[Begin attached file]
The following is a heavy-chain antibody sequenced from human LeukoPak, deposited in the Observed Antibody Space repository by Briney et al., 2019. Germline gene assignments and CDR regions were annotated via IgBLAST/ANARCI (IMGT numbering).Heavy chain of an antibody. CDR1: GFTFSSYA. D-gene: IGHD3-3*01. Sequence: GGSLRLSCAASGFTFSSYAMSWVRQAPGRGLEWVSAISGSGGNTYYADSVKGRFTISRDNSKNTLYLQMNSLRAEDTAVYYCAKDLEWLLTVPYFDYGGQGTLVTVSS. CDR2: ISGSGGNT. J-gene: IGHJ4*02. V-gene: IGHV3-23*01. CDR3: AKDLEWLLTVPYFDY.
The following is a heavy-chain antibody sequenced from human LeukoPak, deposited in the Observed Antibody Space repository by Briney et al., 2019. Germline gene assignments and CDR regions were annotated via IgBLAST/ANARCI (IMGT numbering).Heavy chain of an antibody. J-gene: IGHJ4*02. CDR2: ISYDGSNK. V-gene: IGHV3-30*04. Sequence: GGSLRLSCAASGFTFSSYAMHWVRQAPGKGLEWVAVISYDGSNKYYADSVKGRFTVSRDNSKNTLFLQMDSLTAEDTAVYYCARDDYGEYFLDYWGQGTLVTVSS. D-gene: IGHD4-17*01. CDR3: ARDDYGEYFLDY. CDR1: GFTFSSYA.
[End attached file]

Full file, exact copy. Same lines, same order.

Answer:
The following is a heavy-chain antibody sequenced from human LeukoPak, deposited in the Observed Antibody Space repository by Briney et al., 2019. Germline gene assignments and CDR regions were annotated via IgBLAST/ANARCI (IMGT numbering).Heavy chain of an antibody. CDR1: GFTFSSYA. D-gene: IGHD3-3*01. Sequence: GGSLRLSCAASGFTFSSYAMSWVRQAPGRGLEWVSAISGSGGNTYYADSVKGRFTISRDNSKNTLYLQMNSLRAEDTAVYYCAKDLEWLLTVPYFDYGGQGTLVTVSS. CDR2: ISGSGGNT. J-gene: IGHJ4*02. V-gene: IGHV3-23*01. CDR3: AKDLEWLLTVPYFDY.
The following is a heavy-chain antibody sequenced from human LeukoPak, deposited in the Observed Antibody Space repository by Briney et al., 2019. Germline gene assignments and CDR regions were annotated via IgBLAST/ANARCI (IMGT numbering).Heavy chain of an antibody. J-gene: IGHJ4*02. CDR2: ISYDGSNK. V-gene: IGHV3-30*04. Sequence: GGSLRLSCAASGFTFSSYAMHWVRQAPGKGLEWVAVISYDGSNKYYADSVKGRFTVSRDNSKNTLFLQMDSLTAEDTAVYYCARDDYGEYFLDYWGQGTLVTVSS. D-gene: IGHD4-17*01. CDR3: ARDDYGEYFLDY. CDR1: GFTFSSYA.